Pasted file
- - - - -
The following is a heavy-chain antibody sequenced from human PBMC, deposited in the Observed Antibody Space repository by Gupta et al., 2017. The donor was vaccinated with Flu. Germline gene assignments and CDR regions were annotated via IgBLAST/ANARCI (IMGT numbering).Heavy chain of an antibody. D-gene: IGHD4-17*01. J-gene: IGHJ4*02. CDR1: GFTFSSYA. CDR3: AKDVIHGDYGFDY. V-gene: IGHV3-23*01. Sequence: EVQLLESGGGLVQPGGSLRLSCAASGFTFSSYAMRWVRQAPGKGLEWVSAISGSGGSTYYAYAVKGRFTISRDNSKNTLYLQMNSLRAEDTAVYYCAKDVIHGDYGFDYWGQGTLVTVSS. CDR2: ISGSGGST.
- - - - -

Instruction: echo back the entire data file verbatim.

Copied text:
The following is a heavy-chain antibody sequenced from human PBMC, deposited in the Observed Antibody Space repository by Gupta et al., 2017. The donor was vaccinated with Flu. Germline gene assignments and CDR regions were annotated via IgBLAST/ANARCI (IMGT numbering).Heavy chain of an antibody. D-gene: IGHD4-17*01. J-gene: IGHJ4*02. CDR1: GFTFSSYA. CDR3: AKDVIHGDYGFDY. V-gene: IGHV3-23*01. Sequence: EVQLLESGGGLVQPGGSLRLSCAASGFTFSSYAMRWVRQAPGKGLEWVSAISGSGGSTYYAYAVKGRFTISRDNSKNTLYLQMNSLRAEDTAVYYCAKDVIHGDYGFDYWGQGTLVTVSS. CDR2: ISGSGGST.